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U.S. Housing Affordability Increases

February 27, 2013
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Exceptionally low interest rates reportedly helped ensure a slight gain in nationwide housing affordability amid relatively stable house prices in the final quarter of 2012, according to the National Association of Home Builders/Wells Fargo Housing Opportunity Index (HOI). In all, 74.9% of homes sold between the beginning of October and end of December 2012 were affordable to families earning the U.S. median income of $65,000. This was up nearly a percentage point from the 74.1% of homes sold that were affordable to median-income earners in last year’s third quarter.

“The most recent housing affordability data should be encouraging to many prospective home buyers, because it shows that homeownership remains within reach of median-income consumers even as most local markets appear to be on a recovery path,” said Rick Judson, NAHB chairman and a home builder from Charlotte, N.C.  He noted that the most recent reading of the NAHB/First American Improving Markets Index found that 259 out of 361 metros currently qualify as improving, including representatives from all 50 states and the District of Columbia.

“The median price of all new and existing homes sold in the fourth quarter of 2012 was $188,000, essentially unchanged from the previous quarter’s $189,000 that marked a nearly three-year high,” said David Crowe, NAHB chief economist. “It is noteworthy that affordability remains historically high thanks to favorable mortgage rates even as national home price indexes show some rise in values.”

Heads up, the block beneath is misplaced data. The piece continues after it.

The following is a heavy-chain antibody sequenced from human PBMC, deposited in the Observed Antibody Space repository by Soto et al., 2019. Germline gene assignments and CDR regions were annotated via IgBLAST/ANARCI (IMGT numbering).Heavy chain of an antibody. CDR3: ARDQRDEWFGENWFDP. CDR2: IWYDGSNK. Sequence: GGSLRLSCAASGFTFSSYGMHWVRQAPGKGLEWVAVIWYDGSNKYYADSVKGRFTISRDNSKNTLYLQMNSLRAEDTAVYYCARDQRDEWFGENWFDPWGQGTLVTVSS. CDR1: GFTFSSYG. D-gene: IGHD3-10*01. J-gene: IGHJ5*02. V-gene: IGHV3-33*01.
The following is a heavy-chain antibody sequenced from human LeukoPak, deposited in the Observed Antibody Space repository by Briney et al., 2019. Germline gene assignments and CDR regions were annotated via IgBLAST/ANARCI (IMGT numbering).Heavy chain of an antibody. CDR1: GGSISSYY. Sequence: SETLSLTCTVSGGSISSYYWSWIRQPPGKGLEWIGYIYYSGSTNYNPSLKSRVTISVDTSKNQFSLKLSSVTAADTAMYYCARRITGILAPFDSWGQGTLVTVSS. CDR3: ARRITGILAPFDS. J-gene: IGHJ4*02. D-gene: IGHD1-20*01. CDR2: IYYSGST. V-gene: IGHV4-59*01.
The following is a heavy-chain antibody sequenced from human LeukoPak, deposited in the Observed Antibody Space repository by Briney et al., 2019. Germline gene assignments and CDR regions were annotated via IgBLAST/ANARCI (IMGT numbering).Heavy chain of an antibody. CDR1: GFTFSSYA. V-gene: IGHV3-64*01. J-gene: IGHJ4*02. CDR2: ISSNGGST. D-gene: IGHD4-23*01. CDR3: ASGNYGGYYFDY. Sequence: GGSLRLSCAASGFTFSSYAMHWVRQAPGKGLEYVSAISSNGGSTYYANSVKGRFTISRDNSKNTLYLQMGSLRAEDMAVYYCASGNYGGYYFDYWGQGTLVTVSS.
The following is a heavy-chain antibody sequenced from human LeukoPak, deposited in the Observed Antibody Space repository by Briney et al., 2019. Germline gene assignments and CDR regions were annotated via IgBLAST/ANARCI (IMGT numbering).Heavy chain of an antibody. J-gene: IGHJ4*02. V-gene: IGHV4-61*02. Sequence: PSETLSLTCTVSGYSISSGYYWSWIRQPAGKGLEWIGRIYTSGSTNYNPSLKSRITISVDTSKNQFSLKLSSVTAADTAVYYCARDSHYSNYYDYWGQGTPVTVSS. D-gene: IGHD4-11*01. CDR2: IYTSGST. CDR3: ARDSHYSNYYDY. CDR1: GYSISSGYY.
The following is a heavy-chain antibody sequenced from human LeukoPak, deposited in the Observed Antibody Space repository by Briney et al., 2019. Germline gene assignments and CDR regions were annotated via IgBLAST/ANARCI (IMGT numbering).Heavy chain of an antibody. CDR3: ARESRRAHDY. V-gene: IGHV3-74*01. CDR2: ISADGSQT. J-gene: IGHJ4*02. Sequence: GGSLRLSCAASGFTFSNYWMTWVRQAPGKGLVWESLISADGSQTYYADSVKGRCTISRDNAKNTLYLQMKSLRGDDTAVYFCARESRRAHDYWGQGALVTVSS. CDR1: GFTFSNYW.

Ogden-Clearfield, Utah, held its position as the nation’s most affordable major housing market for a second consecutive quarter at the end of 2012. There, 93.7% of all new and existing homes sold were affordable to families earning the area’s median household income of $71,500—up slightly from the 93.2% of homes affordable to median-income earners in the third quarter. Also ranking among the most affordable major housing markets in respective order were Dayton, Ohio; Indianapolis-Carmel, Ind.; Lakeland-Winter Haven, Fla.; and Syracuse, N.Y.

Among smaller housing markets, Fairbanks, Alaska, remained at the top of the affordability chart with nearly all homes sold in the quarter—99.6%—affordable to those earning the median income of $92,900. Other small housing markets at the top of the index included Cumberland, Md.; Springfield, Ohio; Monroe, Mich.; and Mansfield, Ohio, in that order.

After 18 consecutive quarters at the bottom of the affordability chart, New York-White Plains-Wayne, N.Y.-N.J. switched places with San Francisco-San Mateo-Redwood City, Calif., which had been the second-to-least affordable market. Just 28.4% of homes sold in San Francisco during the fourth quarter were affordable to families earning that area’s median income of $103,000. Other major metros at the bottom of the affordability chart included Santa Ana-Anaheim-Irvine, Calif.; Los Angeles-Long Beach-Glendale, Calif.; and Honolulu, Hawaii, in that order.

The least affordable small housing market in the fourth quarter was Ocean City, N.J., where just 43.5% of homes sold were within reach of families earning the median income of $71,100. Other small metros at the bottom of the affordability chart included San Luis Obispo-Paso Robles and Santa Cruz-Watsonville, Calif., followed by Dover, Del., and Santa Barbara-Santa Maria-Goleta, Calif., respectively.

For additional information, visit www.nahb.org/hoi.

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